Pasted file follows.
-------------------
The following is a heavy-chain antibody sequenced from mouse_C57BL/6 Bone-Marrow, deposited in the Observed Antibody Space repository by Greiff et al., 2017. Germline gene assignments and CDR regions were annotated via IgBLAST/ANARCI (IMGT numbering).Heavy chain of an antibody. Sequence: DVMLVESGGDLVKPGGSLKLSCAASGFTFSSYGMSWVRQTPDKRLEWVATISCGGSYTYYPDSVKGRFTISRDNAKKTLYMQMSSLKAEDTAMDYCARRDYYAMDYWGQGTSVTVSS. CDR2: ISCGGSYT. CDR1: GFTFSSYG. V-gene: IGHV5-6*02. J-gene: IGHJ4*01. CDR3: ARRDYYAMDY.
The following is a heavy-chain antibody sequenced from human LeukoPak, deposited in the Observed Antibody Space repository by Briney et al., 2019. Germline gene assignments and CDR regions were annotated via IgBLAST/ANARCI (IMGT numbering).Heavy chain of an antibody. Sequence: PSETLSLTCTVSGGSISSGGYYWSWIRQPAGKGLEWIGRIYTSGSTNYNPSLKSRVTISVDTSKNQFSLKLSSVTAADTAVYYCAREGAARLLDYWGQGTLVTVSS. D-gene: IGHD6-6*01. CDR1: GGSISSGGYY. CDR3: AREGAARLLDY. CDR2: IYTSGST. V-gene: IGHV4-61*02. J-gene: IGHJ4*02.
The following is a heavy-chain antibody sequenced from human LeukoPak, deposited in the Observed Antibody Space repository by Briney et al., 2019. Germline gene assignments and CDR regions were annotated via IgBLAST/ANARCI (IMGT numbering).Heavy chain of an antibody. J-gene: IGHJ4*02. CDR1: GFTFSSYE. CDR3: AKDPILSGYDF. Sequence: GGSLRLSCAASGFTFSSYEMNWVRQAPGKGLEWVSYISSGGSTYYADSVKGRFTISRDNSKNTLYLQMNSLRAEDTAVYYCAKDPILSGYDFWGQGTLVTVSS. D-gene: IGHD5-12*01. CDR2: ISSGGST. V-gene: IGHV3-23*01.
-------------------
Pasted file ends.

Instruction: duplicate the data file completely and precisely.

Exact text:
The following is a heavy-chain antibody sequenced from mouse_C57BL/6 Bone-Marrow, deposited in the Observed Antibody Space repository by Greiff et al., 2017. Germline gene assignments and CDR regions were annotated via IgBLAST/ANARCI (IMGT numbering).Heavy chain of an antibody. Sequence: DVMLVESGGDLVKPGGSLKLSCAASGFTFSSYGMSWVRQTPDKRLEWVATISCGGSYTYYPDSVKGRFTISRDNAKKTLYMQMSSLKAEDTAMDYCARRDYYAMDYWGQGTSVTVSS. CDR2: ISCGGSYT. CDR1: GFTFSSYG. V-gene: IGHV5-6*02. J-gene: IGHJ4*01. CDR3: ARRDYYAMDY.
The following is a heavy-chain antibody sequenced from human LeukoPak, deposited in the Observed Antibody Space repository by Briney et al., 2019. Germline gene assignments and CDR regions were annotated via IgBLAST/ANARCI (IMGT numbering).Heavy chain of an antibody. Sequence: PSETLSLTCTVSGGSISSGGYYWSWIRQPAGKGLEWIGRIYTSGSTNYNPSLKSRVTISVDTSKNQFSLKLSSVTAADTAVYYCAREGAARLLDYWGQGTLVTVSS. D-gene: IGHD6-6*01. CDR1: GGSISSGGYY. CDR3: AREGAARLLDY. CDR2: IYTSGST. V-gene: IGHV4-61*02. J-gene: IGHJ4*02.
The following is a heavy-chain antibody sequenced from human LeukoPak, deposited in the Observed Antibody Space repository by Briney et al., 2019. Germline gene assignments and CDR regions were annotated via IgBLAST/ANARCI (IMGT numbering).Heavy chain of an antibody. J-gene: IGHJ4*02. CDR1: GFTFSSYE. CDR3: AKDPILSGYDF. Sequence: GGSLRLSCAASGFTFSSYEMNWVRQAPGKGLEWVSYISSGGSTYYADSVKGRFTISRDNSKNTLYLQMNSLRAEDTAVYYCAKDPILSGYDFWGQGTLVTVSS. D-gene: IGHD5-12*01. CDR2: ISSGGST. V-gene: IGHV3-23*01.